The World Bank publishes a quarterly comprehensive update on recent economic developments and policies in China through a team of World Bank economists in Beijing. The recently published June 2010 update discusses recent China’s recent growth and the economic outlook through 2020. Since the report is 22 pages long and covers a broad range of economic data, this post will focus primarily on the economic outlook as it relates to specific industries and companies within those industries.
After massive stimulus spending and accelerating GDP growth through 2009, the economic community is waiting to see whether China’s government continues to encourage rapid growth or takes measures to cool the economy. The World Bank forecasts a moderate scenario of 9.5% GDP growth for 2010, which falls roughly in line with most estimates. It projects 8.5% growth in 2011, and longer term its “growth accounting exercise suggests that potential GDP gradually declines to 7 percent in 2016-20.”
“The expected deceleration of potential growth also places a premium on policies that can increase sustained productivity growth, including via more reallocation of labor, enhanced human capital, and innovation,” says the report. As it becomes more challenging to continue delivering high rates of economic expansion over the next decade, the Chinese government is expected to enact policies favoring companies that can boost human capital (labor) productivity, such as firms in the professional education and training industries. For example, one promising company that would directly benefit from this anticipated trend is China Executive Education, Inc. (CECX), a provider of executive training programs and business skills seminars in China.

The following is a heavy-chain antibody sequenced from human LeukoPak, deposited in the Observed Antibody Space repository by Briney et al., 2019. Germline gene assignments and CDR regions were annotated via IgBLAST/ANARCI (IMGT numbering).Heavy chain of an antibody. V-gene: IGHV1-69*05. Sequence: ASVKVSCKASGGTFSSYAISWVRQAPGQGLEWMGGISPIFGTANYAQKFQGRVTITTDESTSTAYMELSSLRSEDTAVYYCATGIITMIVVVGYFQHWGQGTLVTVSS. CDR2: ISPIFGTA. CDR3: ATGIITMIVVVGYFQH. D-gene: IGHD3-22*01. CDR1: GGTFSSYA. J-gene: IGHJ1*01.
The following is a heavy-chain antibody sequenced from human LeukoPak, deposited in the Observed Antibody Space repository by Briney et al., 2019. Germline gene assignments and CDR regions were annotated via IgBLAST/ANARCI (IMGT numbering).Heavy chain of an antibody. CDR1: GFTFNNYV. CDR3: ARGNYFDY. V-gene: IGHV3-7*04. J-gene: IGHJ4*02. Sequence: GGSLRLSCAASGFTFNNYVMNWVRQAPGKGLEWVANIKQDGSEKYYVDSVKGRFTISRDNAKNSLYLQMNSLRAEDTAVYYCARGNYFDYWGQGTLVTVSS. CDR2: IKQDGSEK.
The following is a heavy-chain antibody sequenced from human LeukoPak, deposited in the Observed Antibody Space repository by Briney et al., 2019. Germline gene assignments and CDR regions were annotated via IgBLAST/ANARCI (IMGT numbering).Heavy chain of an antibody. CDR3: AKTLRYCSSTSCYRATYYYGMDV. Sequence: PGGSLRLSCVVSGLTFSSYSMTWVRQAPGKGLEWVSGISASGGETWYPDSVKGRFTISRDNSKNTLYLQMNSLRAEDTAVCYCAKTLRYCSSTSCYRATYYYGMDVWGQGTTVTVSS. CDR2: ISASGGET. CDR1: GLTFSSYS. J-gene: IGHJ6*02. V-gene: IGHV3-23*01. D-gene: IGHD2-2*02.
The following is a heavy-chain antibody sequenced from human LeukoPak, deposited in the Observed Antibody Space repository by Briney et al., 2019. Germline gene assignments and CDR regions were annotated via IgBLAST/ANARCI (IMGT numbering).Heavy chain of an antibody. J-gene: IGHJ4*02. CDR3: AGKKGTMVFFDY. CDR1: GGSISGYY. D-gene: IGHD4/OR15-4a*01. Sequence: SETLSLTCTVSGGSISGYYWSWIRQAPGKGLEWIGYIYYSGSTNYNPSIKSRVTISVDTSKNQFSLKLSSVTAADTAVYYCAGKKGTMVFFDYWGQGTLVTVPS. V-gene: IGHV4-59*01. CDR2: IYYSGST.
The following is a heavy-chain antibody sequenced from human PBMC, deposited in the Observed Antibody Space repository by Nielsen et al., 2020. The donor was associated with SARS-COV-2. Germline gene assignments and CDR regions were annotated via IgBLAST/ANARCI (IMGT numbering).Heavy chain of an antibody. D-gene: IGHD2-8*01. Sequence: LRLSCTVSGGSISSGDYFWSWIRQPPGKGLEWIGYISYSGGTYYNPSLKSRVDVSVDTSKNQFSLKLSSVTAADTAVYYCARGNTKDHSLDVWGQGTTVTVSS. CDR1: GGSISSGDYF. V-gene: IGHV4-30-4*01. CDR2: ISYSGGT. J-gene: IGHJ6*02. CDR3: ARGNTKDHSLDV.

Analysts in the report noted that “recent adjustments in domestic fuel and water prices, the pilot with an ad valorem resource tax on oil and gas in Xinjiang, and plans to gradually end subsidized electricity prices for energy-intensive industries, are steps in the right direction” as China’s government begins to ease measures that give Chinese companies an unfair benefit in global competition. While policies intended to remove protectionist subsidies and underpricing could have an adverse short-term effect on some weaker firms, the price adjustments and recent yuan revaluation are positive long-term indicators since they signal Chinese firms’ increasing ability to compete in a free global market.
According to the report, the short-term outlook for firms in various consumer goods industries is also favorable: “Household consumption growth has remained solid, in line with a favorable labor market. The recovery of consumer confidence and continued consumer spending growth since early 2009 are in large part fueled by a strong labor market.” With a recent boost in car sales, home appliances, and other consumer durables, companies like China Electric Motor, Inc. (CELM), a manufacturer of micro motors for use in car components, household appliances, and digital equipment, should continue to see strong demand for their products.
Not only that, but the market for advertising is strong and typically very cyclical, following trends in the consumer goods sector. Companies such as China New Media Corp. (CMDI), which operates large outdoor advertising networks in some of China’s largest cities, stand to profit in the current environment.
The outlook provided by the World Bank seems to be one of moderating but still strong growth in China’s economy in the coming years, with a stable monetary policy forecast. This seems like the natural inclination as China matures into a fully developed nation. As the update highlights, economic conditions have created abundant opportunities for Chinese companies to expand rapidly and will continue to do so for years to come.
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Disclosure: CECX, CELM, CMDI are clients of RedChip.